On 6 December, Reuters and several other media sources announced that China was on the cusp of a shale gas revolution that was potentially even bigger than the shale gas boom currently transforming the energy balance in the United States.
Petro China, the publicly owned subsidiary of China’s largest energy group, the state-owned CNPC, said that drilling results from two Royal Dutch Shell shale gas wells had proved positive. While Shell is still being relatively unforthcoming about its China shale gas production, saying only that the project is in its early stages, Fu Chengyu, chairman of China Petroleum & Chemical Group, known as Sinopec, the second largest energy producer in China, went on record at the recent World Petroleum Conference saying that within five to ten years, China’s output would exceed that of the US.
The US Energy Information Administration (EIA) said in a report on global shale gas reserves in April 2011 that China has the world’s largest technically recoverable reserves of shale gas. The country has some 1,275 trillion cubic feet in several basins on land and under the South China sea. By way of comparison the US has the second largest reserves, at 862 trillion cubic feet and Argentina holds third place with 774 trillion feet
China faces huge challenges exploiting the reserves in some areas, not least because of water shortages. The “fracking” process which is used to extract the gas from the shale uses large volumes of water pumped down the well and along horizontal drillings under pressure. It follows that shale gas basins in dry areas pose particular problems for operators. However, the positive results from the Shell wells have opened up the doors to a game changer for China, which is already the second largest consumer of energy on the planet, behind the USA.
As recently as 2008 coal was supplying 71% of China’s total energy consumption of 85 quadrillion British Thermal Units (Btu). With the Chinese government’s latest five year economic plan calling for great advances to be made in reducing CO2 emissions, switching from coal to shale gas would be a huge boost to the country. Before the announcement of the shale gas production successes, the EIA was predicting that China’s coal consumption would double to 112 quadrillion Btu by 2020. That could change if the country’s dash for shale gas proceeds at anything like the pace that is currently driving shale gas production in the US.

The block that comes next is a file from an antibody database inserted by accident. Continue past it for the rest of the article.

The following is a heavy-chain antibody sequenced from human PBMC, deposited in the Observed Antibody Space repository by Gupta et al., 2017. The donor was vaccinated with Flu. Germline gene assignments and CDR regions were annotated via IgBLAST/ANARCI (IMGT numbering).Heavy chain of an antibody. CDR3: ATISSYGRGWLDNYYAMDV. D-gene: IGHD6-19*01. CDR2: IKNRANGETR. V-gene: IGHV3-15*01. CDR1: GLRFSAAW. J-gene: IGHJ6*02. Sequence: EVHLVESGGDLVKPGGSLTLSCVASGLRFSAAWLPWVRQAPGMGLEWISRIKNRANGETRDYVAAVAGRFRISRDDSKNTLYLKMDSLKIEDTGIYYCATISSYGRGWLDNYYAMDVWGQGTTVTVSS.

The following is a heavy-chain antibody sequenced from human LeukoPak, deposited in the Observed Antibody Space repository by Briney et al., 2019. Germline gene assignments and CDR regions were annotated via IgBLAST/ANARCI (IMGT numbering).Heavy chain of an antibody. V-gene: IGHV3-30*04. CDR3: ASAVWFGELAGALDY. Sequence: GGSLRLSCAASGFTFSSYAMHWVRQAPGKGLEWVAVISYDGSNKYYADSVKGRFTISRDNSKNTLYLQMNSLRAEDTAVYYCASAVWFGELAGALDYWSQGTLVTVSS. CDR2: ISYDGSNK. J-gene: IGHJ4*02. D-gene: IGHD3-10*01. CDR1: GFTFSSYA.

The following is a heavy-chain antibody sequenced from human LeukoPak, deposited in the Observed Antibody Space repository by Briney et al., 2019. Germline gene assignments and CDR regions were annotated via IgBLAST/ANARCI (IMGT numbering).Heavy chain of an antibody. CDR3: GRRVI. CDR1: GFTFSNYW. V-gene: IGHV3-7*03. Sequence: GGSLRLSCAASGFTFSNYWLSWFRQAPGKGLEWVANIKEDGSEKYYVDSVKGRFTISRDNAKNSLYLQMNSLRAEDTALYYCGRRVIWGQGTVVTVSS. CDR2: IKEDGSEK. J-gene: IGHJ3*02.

China’s net oil imports are currently huge and growing. The country produced around four million barrels of oil per day in 2009, but it also imported 4.3 million barrels of oil per day. Production is expected to go up after years of decline, as China ramps up its offshore oil production, but although the figures for 2011 are not yet in, the EIA estimates China’s oil demand for 2011 will come in at around 9.6 billion barrels per day. In fact China’s growth in demand for energy means that it now single handedly accounts for about 37% of projected world demand growth for oil/energy. With that background the ready availability of shale gas in huge quantities will be a massive boost over the next five years to the Chinese economy. The world has been rather short of good news lately, but anything that drives growth in China has to have a very positive spin off for advanced markets generally.
Further reading on shale gas and energy
- Energy Self-Sufficiency through Shale Gas Changes the Game for the United States, by Angelos Damaskos
- Globally, mega merger deals are back and doing just fine…, by Anthony Harrington
- Collapse scenarios – satire or vision of the future? Part 1, by Anthony Harrington
Tags: British Thermal Units , Btu , China , energy , Energy Information Administration , Fu Chengyu , oil and gas , Royal Dutch Shell , shale gas , sinopec , US shale gas , world petroleum conference